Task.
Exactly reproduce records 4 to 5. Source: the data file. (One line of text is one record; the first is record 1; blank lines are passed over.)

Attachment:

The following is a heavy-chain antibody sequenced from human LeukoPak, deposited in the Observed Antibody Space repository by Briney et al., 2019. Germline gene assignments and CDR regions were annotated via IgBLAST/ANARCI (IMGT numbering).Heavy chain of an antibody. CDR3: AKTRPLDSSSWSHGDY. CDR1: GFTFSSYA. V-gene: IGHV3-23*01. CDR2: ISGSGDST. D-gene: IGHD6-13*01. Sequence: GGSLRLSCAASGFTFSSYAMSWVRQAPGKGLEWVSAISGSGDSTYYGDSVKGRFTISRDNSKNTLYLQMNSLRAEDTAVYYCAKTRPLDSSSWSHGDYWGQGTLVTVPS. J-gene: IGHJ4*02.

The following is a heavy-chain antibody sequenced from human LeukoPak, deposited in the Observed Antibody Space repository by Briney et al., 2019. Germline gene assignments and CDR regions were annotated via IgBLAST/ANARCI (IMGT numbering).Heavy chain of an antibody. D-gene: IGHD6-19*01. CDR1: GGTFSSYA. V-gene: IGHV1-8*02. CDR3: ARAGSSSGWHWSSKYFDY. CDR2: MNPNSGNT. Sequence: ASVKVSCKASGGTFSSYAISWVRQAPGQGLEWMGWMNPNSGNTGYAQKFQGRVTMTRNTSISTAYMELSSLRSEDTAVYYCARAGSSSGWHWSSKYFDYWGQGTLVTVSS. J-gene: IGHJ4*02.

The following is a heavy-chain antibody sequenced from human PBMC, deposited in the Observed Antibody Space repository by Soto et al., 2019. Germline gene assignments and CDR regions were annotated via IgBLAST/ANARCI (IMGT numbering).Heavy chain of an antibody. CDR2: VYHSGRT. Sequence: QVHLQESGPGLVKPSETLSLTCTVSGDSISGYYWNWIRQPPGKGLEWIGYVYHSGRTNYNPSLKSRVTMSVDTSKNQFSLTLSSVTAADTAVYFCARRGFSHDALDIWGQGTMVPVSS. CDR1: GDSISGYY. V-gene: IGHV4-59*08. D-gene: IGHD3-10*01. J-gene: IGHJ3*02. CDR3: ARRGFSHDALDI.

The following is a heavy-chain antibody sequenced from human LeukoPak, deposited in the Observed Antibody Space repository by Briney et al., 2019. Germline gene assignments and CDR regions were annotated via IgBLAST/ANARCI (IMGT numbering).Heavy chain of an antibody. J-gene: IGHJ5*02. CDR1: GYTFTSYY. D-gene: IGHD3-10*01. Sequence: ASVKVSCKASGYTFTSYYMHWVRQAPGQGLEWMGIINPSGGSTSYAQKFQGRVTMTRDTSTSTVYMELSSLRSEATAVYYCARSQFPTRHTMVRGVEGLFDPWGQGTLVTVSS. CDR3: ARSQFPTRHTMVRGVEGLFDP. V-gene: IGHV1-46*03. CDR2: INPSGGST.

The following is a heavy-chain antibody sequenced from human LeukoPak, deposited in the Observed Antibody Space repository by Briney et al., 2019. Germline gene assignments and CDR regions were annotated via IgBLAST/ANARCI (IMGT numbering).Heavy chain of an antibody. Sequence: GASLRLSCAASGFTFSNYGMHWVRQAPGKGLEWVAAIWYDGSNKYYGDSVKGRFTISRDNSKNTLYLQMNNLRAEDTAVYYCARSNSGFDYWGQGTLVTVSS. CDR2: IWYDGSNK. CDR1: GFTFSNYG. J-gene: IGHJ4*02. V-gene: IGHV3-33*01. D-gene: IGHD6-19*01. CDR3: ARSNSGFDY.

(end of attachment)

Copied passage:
The following is a heavy-chain antibody sequenced from human LeukoPak, deposited in the Observed Antibody Space repository by Briney et al., 2019. Germline gene assignments and CDR regions were annotated via IgBLAST/ANARCI (IMGT numbering).Heavy chain of an antibody. J-gene: IGHJ5*02. CDR1: GYTFTSYY. D-gene: IGHD3-10*01. Sequence: ASVKVSCKASGYTFTSYYMHWVRQAPGQGLEWMGIINPSGGSTSYAQKFQGRVTMTRDTSTSTVYMELSSLRSEATAVYYCARSQFPTRHTMVRGVEGLFDPWGQGTLVTVSS. CDR3: ARSQFPTRHTMVRGVEGLFDP. V-gene: IGHV1-46*03. CDR2: INPSGGST.

The following is a heavy-chain antibody sequenced from human LeukoPak, deposited in the Observed Antibody Space repository by Briney et al., 2019. Germline gene assignments and CDR regions were annotated via IgBLAST/ANARCI (IMGT numbering).Heavy chain of an antibody. Sequence: GASLRLSCAASGFTFSNYGMHWVRQAPGKGLEWVAAIWYDGSNKYYGDSVKGRFTISRDNSKNTLYLQMNNLRAEDTAVYYCARSNSGFDYWGQGTLVTVSS. CDR2: IWYDGSNK. CDR1: GFTFSNYG. J-gene: IGHJ4*02. V-gene: IGHV3-33*01. D-gene: IGHD6-19*01. CDR3: ARSNSGFDY.